Tor-ramdisk is a uClibc-based micro Linux distribution whose sole purpose is to securely host a Tor server purely in RAM. For those not familiar with Tor, it is a system which allows the user to construct encrypted virtual tunnels which are randomly relayed between Tor servers (nodes) until the connection finally exits to its destination on the internet. The encryption and random relaying resist traffic analysis in that a malicious sniffer cannot easily discover where the traffic is coming from or what data it contains. While not perfect in its efforts to provide users with anonymity, Tor does help protect against unscrupulous companies, individuals or agencies from “watching us”. For more information, see the Tor official site.
The usefulness of a RAM only environment for Tor became apparent to me when Janssen was arrested by the German police towards the end of July, 2007. (You can read the full story in a CNET article.) While the police did not seize the computer for whatever reasons, they certainly could have. More typically, it would have been taken for forensic analysis of the data on the drives. Of course, if the computer housing the Tor server has no drives, there can be no question that it is purely a network relaying device and that one should look elsewhere for the “goods”.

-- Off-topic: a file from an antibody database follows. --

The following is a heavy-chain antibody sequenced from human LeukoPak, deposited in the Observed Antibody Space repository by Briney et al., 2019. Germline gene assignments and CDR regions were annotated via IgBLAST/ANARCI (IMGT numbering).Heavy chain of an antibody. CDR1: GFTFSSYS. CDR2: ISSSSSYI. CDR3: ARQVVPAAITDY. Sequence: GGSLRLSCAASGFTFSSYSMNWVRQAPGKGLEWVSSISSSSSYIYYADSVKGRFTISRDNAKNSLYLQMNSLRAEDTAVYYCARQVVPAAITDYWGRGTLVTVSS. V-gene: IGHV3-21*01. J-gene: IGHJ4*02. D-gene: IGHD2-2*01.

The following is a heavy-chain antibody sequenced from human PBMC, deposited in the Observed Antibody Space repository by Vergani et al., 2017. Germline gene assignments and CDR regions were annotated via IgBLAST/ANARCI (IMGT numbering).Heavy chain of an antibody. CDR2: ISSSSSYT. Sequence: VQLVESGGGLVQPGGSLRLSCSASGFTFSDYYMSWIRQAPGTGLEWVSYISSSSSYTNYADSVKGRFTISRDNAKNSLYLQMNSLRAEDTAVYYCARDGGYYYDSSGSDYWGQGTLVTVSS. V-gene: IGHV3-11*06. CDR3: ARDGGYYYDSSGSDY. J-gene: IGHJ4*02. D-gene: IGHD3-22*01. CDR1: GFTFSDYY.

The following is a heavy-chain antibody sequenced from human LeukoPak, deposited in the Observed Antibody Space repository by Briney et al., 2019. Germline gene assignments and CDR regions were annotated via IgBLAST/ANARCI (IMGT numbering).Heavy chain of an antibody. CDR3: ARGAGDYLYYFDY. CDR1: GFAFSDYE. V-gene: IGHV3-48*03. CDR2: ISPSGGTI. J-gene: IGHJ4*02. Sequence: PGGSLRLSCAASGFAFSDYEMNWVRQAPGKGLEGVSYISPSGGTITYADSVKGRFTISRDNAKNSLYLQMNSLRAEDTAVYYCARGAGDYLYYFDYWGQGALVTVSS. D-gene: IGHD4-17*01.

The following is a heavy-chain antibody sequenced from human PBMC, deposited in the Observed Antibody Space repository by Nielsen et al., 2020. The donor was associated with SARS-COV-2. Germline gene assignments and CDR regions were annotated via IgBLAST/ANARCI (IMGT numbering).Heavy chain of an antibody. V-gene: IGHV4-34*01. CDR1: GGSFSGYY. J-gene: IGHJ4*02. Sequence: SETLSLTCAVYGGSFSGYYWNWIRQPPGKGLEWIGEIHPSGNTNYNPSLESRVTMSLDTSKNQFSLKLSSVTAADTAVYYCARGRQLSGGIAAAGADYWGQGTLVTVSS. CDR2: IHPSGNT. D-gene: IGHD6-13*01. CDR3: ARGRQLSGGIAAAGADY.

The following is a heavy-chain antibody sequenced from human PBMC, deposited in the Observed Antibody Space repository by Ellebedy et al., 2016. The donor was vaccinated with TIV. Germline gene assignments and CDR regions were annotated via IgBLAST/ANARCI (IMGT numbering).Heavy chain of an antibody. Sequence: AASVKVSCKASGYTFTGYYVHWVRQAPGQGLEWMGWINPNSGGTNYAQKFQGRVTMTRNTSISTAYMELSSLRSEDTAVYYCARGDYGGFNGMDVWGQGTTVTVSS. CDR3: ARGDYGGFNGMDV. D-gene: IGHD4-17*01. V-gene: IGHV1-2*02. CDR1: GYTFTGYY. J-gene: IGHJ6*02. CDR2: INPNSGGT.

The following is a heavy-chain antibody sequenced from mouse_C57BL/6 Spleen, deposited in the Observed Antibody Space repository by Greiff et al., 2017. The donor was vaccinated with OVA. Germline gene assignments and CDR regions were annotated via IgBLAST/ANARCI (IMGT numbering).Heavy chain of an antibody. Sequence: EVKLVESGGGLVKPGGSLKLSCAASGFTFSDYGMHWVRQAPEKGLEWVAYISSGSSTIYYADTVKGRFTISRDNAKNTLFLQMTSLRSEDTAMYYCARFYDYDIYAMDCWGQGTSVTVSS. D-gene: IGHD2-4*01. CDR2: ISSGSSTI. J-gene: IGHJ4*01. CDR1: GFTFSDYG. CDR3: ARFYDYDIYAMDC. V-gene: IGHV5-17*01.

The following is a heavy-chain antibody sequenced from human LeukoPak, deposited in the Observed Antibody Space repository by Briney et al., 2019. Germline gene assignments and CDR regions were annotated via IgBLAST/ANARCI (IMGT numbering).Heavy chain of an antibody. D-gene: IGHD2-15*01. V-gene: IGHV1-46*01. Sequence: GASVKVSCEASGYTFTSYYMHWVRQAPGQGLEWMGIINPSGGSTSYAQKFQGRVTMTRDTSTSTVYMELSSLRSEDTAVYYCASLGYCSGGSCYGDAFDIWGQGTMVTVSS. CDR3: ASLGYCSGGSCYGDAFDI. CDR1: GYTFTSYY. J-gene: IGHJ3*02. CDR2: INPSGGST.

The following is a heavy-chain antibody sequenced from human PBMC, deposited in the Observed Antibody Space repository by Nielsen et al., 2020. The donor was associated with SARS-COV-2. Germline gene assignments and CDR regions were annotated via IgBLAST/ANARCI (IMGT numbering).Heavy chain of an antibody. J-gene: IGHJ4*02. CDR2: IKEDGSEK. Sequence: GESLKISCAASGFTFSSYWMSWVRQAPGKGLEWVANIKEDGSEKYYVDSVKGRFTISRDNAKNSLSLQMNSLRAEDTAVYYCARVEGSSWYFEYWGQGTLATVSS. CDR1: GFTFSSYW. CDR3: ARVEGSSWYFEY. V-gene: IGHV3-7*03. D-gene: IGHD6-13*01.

Other advantages became clear:
- It is useful to operators that want all traces of the server to disappear on powerdown. This includes the private SSL keys which can be housed externally.
- The environment can be hardened in a manner specific to the limited needs of Tor.
- It has the usual speed advantages of diskless systems and can run on older hardware.
The only known disadvantage is that it cannot host Tor hidden services which would require other services (e.g. http), and their resources (e.g. hard drive space), in addition to the Tor server itself. However, as a middle or exit node, it is ideal.